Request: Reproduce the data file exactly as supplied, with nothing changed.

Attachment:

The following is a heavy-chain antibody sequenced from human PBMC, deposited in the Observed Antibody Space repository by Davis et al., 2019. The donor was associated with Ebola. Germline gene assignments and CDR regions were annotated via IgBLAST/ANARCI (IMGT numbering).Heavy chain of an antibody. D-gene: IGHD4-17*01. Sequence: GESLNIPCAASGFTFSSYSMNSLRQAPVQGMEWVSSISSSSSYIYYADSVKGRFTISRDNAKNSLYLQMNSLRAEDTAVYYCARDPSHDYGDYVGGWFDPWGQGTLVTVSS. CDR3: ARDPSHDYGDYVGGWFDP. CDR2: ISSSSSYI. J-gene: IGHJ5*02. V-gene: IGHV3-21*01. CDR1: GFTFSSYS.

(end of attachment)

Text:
The following is a heavy-chain antibody sequenced from human PBMC, deposited in the Observed Antibody Space repository by Davis et al., 2019. The donor was associated with Ebola. Germline gene assignments and CDR regions were annotated via IgBLAST/ANARCI (IMGT numbering).Heavy chain of an antibody. D-gene: IGHD4-17*01. Sequence: GESLNIPCAASGFTFSSYSMNSLRQAPVQGMEWVSSISSSSSYIYYADSVKGRFTISRDNAKNSLYLQMNSLRAEDTAVYYCARDPSHDYGDYVGGWFDPWGQGTLVTVSS. CDR3: ARDPSHDYGDYVGGWFDP. CDR2: ISSSSSYI. J-gene: IGHJ5*02. V-gene: IGHV3-21*01. CDR1: GFTFSSYS.